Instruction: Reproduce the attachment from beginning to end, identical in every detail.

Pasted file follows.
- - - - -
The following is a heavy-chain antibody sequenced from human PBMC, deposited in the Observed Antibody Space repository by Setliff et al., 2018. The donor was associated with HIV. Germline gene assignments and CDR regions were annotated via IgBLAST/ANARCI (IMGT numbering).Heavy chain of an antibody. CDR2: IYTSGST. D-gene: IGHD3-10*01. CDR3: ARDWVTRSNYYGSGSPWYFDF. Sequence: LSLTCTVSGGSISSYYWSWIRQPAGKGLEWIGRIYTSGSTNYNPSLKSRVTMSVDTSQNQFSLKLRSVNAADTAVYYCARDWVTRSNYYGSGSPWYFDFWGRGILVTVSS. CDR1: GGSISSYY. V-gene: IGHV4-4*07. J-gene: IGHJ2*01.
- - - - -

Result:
The following is a heavy-chain antibody sequenced from human PBMC, deposited in the Observed Antibody Space repository by Setliff et al., 2018. The donor was associated with HIV. Germline gene assignments and CDR regions were annotated via IgBLAST/ANARCI (IMGT numbering).Heavy chain of an antibody. CDR2: IYTSGST. D-gene: IGHD3-10*01. CDR3: ARDWVTRSNYYGSGSPWYFDF. Sequence: LSLTCTVSGGSISSYYWSWIRQPAGKGLEWIGRIYTSGSTNYNPSLKSRVTMSVDTSQNQFSLKLRSVNAADTAVYYCARDWVTRSNYYGSGSPWYFDFWGRGILVTVSS. CDR1: GGSISSYY. V-gene: IGHV4-4*07. J-gene: IGHJ2*01.